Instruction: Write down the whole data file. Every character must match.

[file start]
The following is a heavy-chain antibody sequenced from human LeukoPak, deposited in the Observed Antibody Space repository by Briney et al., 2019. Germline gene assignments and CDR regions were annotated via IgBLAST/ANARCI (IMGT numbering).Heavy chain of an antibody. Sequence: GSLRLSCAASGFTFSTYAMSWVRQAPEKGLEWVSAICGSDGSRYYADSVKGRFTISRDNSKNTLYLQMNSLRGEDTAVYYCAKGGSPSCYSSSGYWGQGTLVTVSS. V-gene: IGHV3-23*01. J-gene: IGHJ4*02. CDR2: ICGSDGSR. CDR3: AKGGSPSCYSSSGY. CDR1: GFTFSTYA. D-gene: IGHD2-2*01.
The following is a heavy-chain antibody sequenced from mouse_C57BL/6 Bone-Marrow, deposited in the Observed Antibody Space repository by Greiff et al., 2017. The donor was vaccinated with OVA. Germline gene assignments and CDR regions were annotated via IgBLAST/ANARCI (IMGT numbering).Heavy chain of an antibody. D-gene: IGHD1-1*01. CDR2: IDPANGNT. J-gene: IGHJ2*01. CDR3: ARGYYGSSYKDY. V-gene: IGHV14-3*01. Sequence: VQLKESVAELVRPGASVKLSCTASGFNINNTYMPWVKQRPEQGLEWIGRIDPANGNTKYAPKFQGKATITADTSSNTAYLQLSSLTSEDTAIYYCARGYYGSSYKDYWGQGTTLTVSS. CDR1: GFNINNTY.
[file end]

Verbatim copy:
The following is a heavy-chain antibody sequenced from human LeukoPak, deposited in the Observed Antibody Space repository by Briney et al., 2019. Germline gene assignments and CDR regions were annotated via IgBLAST/ANARCI (IMGT numbering).Heavy chain of an antibody. Sequence: GSLRLSCAASGFTFSTYAMSWVRQAPEKGLEWVSAICGSDGSRYYADSVKGRFTISRDNSKNTLYLQMNSLRGEDTAVYYCAKGGSPSCYSSSGYWGQGTLVTVSS. V-gene: IGHV3-23*01. J-gene: IGHJ4*02. CDR2: ICGSDGSR. CDR3: AKGGSPSCYSSSGY. CDR1: GFTFSTYA. D-gene: IGHD2-2*01.
The following is a heavy-chain antibody sequenced from mouse_C57BL/6 Bone-Marrow, deposited in the Observed Antibody Space repository by Greiff et al., 2017. The donor was vaccinated with OVA. Germline gene assignments and CDR regions were annotated via IgBLAST/ANARCI (IMGT numbering).Heavy chain of an antibody. D-gene: IGHD1-1*01. CDR2: IDPANGNT. J-gene: IGHJ2*01. CDR3: ARGYYGSSYKDY. V-gene: IGHV14-3*01. Sequence: VQLKESVAELVRPGASVKLSCTASGFNINNTYMPWVKQRPEQGLEWIGRIDPANGNTKYAPKFQGKATITADTSSNTAYLQLSSLTSEDTAIYYCARGYYGSSYKDYWGQGTTLTVSS. CDR1: GFNINNTY.